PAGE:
Despite being in existence since 2006, the Swedish audio streaming service, Spotify, only launched in Kenya in February 2021. The streaming service also expanded to Nigeria, Ghana, Uganda and Tanzania who joined other African markets –-South Africa, Morocco, Egypt, Algeria and Tunisia— where it launched in 2018.
Spotify is the highest paying music streaming platforms in the world and saw Kenya join the over 345 million monthly active listeners to stream popular music and podcasts on the free platform with an additional premium subscription that offers ad-free streaming.
So why did the company take so long to enter the Kenyan market?
“Every market has different nuances and therefore customization is key. We took time with the expansion because entering a new market without what it takes to figure out different audiences would be a miss. We wanted to be sure how we would connect with Kenyan music lovers and creators. We also wanted to ensure we have the right payment structure and partnerships set up in Kenya before we could finally announce our expansion. These things take time to implement,” Phiona shares.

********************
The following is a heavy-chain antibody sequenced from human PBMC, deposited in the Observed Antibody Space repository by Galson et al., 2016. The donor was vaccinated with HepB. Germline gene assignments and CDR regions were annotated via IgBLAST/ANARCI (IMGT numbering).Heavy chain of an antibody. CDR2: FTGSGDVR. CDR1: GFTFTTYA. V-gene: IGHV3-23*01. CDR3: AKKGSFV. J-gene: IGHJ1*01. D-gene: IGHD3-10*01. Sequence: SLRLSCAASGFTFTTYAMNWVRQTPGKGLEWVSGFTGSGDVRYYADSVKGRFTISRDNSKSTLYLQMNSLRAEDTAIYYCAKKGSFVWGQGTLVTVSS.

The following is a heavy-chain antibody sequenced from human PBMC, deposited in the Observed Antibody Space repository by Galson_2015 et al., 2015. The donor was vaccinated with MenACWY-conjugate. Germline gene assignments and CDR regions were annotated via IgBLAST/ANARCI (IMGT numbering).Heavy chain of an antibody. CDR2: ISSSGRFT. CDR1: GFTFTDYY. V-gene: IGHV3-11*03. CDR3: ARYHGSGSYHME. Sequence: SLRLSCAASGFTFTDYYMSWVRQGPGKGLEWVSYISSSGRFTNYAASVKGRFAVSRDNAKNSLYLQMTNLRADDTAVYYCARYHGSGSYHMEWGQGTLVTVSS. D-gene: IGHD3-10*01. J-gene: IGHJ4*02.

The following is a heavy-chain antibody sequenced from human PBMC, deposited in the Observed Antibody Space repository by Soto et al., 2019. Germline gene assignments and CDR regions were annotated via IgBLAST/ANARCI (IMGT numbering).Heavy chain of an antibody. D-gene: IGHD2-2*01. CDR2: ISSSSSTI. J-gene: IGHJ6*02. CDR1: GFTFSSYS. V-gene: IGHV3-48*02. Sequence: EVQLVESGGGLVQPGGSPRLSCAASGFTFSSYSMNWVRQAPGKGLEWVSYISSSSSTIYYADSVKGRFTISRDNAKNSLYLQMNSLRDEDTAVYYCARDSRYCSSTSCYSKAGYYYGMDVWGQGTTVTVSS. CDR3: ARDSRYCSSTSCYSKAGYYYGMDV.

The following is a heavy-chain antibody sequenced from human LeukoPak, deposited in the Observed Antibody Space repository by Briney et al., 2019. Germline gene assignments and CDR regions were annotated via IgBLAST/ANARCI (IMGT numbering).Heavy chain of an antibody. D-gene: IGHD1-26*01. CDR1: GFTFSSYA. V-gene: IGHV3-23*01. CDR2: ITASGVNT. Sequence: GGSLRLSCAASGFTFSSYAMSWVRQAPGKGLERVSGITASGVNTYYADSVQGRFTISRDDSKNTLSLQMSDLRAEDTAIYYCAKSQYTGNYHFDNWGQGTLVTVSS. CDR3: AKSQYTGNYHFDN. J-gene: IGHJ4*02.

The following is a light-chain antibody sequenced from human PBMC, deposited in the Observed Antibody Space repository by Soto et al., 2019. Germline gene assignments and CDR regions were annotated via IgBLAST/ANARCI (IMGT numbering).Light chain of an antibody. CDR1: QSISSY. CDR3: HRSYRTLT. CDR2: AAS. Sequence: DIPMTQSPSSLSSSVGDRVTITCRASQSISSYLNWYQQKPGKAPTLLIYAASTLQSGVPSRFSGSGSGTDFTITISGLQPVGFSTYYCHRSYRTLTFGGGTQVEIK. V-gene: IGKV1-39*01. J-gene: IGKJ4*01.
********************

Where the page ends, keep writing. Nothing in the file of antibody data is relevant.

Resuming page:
Even though these are still early days Phiona sees growth in the Kenyan market.
“Kenya is one of our fastest growing markets, and we attribute this growth to a variety of factors including the provision of localised content, integrating payment methods that work for the market as well as supporting, collaborating with, and highlighting local creators.”
Since the launch, Phiona says there has been a 25 percent increase in the number of artistes, and over 8,000 songs have been added to the platform. Last year Spotify paid 7 billion dollars as royalty to artistes across the globe.
However Kenyan artistes are yet to start milking money from the platform as is the case with the video streaming platform YouTube, but Phiona maintains there is no reason to panic.